On the floral side of the program, presenters have been asked to discuss care and handling, trends, and the merchandising of fresh floral products at the retail level. Sherine Iskander of the Gelson's/ Mayfair Markets chain will serve as the moderator. Her panel consists of Rene van Rems of Rene van Rems International, and Cindy Smith, a floral designer with Mark's Garden. The floral presentation also attracts many in-store floral designers and, consequently, the panelists will spend a good deal of their time discussing trends in that area of the business.

A floral design contest, with dozens of local floral designers from the mass-market environment, is always one of the highlights of the day. The designers each receive a surprise package of floral items and are given a specific amount of time to create a centerpiece.

In-store produce department managers and personnel as well as the foodservice produce experts also have a chance to compete during the day's activities. Produce 101 will have teams of contestants from various venues answering questions about the products they sell. The contest is designed to not only test the knowledge of the participants but also to impart information to the attendees.

Another educational aspect of the day will be the always-popular chef demonstrations. Numerous chefs selected from the FPFC membership list will create an array of recipes using fresh produce. This program is designed to give the foodservice attendees some fresh ideas and also whet the appetites of all the participants.

Still another highlight of the day is the Keynote Awards Luncheon, which almost always features a speaker from the sports world. This year is no exception, with Olympic Gold Medalist John Naber taking the podium. Mr. Naber was America's top athlete at the 1976 Summer Olympic Games in Montreal.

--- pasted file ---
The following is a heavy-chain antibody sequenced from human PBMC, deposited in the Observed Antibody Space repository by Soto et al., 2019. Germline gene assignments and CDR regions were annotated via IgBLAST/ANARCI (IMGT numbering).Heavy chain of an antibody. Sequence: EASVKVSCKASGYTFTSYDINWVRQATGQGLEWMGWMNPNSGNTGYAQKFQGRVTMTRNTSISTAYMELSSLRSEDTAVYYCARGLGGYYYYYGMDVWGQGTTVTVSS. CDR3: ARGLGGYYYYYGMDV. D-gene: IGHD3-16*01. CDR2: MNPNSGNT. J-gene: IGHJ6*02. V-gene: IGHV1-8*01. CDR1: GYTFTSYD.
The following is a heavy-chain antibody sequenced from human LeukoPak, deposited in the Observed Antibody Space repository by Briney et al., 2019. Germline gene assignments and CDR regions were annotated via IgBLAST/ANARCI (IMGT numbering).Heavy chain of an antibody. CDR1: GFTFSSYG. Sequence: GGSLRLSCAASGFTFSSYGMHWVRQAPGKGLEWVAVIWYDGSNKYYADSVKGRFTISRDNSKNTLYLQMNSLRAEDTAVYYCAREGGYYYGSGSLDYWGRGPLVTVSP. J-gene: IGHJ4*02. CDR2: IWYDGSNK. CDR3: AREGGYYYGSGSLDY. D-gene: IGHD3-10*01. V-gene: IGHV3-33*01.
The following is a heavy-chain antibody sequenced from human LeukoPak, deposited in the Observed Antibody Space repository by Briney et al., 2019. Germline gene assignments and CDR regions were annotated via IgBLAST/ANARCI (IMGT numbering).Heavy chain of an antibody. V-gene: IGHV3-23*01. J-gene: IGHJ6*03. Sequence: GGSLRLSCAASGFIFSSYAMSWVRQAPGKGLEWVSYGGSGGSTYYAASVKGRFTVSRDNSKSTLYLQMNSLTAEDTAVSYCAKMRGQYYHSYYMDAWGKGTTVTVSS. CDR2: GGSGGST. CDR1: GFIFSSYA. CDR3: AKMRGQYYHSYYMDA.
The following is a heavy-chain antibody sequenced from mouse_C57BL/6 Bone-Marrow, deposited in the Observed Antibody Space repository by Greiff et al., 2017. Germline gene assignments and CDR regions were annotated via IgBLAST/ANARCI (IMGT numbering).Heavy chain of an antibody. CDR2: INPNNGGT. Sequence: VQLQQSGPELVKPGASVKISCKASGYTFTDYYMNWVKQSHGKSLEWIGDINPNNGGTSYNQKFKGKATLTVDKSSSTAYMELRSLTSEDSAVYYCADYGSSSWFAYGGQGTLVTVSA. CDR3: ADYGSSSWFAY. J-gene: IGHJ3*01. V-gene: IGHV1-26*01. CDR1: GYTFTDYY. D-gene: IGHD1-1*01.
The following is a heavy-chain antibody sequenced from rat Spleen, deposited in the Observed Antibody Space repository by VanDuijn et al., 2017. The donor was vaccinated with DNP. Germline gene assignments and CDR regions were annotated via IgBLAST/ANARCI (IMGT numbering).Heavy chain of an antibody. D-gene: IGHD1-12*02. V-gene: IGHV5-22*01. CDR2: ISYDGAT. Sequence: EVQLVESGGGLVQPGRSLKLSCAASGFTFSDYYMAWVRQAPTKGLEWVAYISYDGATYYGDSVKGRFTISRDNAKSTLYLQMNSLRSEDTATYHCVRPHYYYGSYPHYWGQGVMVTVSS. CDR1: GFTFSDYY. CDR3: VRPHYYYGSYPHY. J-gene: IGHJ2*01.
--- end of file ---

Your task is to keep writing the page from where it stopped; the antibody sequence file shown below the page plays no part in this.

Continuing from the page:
The awards luncheon will honor the winners of the floral and produce contests and will also see two industry veterans singled out for their contributions to the produce and floral industries. Always kept a secret until the event, the FPFC board of directors will award the annual Norman H. (Buz) Bolstad Produce Award and the FPFC Floral Achievement Award.

While the seminars, contests and awards help punctuate the day, it is clear that the exhibit floor is clearly what attracts the majority of attendees to use a vacation day to attend the event. For most in- store personnel, attendance at the event requires the use of a personal day off. But they are richly rewarded with scores of fascinating exhibits as well as a bag of products to take home at the end of the day. The exhibitors represent every facet of the produce industry, from the grower to the wholesaler to the distributor to many value-added companies and branded firms.

FPFC President Linda Stine said that this year the FPFC Expo Committee, headed by Patty Knoll of Tempkin International, made a concerted effort to attract more independent retailers and foodservice operators. The expo has always been very well supported by the larger chain operators, which is also the case this year.

But as independents have grown, especially in the retail environment, FPFC has focused extra attention on that community. As a result, Ms. Stine said that more individual retail and foodservice companies would be represented than ever before.

Colorado Western Slope cherries reaching appreciative consumers

DELTA, CO -- With a short monthlong window from mid-June to mid-July, sweet cherries from Colorado's Western Slope were hitting good volume during the third week of June.

According to Mike Gibson and Harold Broughton of United Marketing Exchange in Delta, CO, the crop was shaping up nicely as harvest neared, and he said that demand was very good.

United Marketing Exchange handles sales for Antelope Hill Orchards, a family operation overseen by Jim Hulteen.

Markets for the Delta County-grown cherries, which run four-to-one Bings over Rainiers, are largely within Colorado and the surrounding states.

"The Bings and Rainiers run close to the same time," Mr. Gibson said of the two varieties' shipments.

He said he expects the crop to clean up by mid-July. Mr. Broughton noted that neighboring Mesa County is seeing "more and different varieties" of cherries going in, and high-density plantings are also becoming more commonplace.

UK's largest retailer plans major move into Southern California

LOS ANGELES -- Some are calling it the British Invasion. First the Beatles, now this.

Tesco, the largest supermarket chain in the United Kingdom, is planning a major move into the U.S. market, beginning in Southern California and Arizona in 2007. The company made the announcement on Feb. 9, and it is a development that is certain to change the retail landscape here, although just what the nature of the impact will be remains to be seen.